Nurses uniquely qualified for hospital design

The role of nurses has expanded greatly over the past few years, as nurses are moving from the bedside into all facets of healthcare. Hospitals have started to use nurses’ expertise to help design their facilities, with impressive results.

Hospital design can have a profound impact for both nurses and patients, but facilities are just starting to include nurses in the design process. Health Facilities Management (HFM) reports that involving nurses in design planning can help executives and contractors keep patient-care priorities in mind during construction. Seemingly small decisions, like the placement of sinks, computers, or wall outlets, can lead to an increase patient satisfaction. Nurses have been behind some of the pioneering new hospital designs, such as single-occupancy maternity rooms and the acuity-adaptable patient rooms. As one nurse told HFM, “Nurses spend the most time with the patient… we have a responsibility to be the voice of the patient, family and each other.”

Looking out for each other is another great reason for involving nurses in hospital design. A study published by Hassell and the University of Melbourne found that hospitals designed to accommodate nurses have a better chance of attracting and retaining nurse staff. The researchers identified a link between hospital workplace design and efficiency, health and safety for staff and patients, and staff morale. These factors play a significant role in staff retention, and who better to ensure a facility is attractive to nurses than nurse leaders?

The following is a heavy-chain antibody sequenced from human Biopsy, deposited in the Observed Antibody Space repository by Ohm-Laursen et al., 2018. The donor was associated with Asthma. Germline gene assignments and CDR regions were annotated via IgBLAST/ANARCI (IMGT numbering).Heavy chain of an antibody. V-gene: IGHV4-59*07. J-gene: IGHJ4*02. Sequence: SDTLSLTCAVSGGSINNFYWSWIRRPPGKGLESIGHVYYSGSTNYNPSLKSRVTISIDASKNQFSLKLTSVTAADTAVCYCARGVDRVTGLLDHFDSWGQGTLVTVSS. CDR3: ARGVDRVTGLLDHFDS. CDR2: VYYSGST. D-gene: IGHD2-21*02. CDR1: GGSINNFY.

Nurse-led design choices improve conditions for patients and nurses, but they can also help the bottom line. Nurses are involved in many different areas of the hospital, and their input can make operations more efficient and affordable. In one example reported by HFM, nurses saved the Parkland hospital project millions of dollars by eliminating unnecessary equipment and cabinetry in emergency rooms.

Both the survey and HFM article note that despite these benefits, nurses don’t always get a voice in hospital design. But as nurse-designed hospitals flourish, perhaps more facilities will involve nurses in design plans.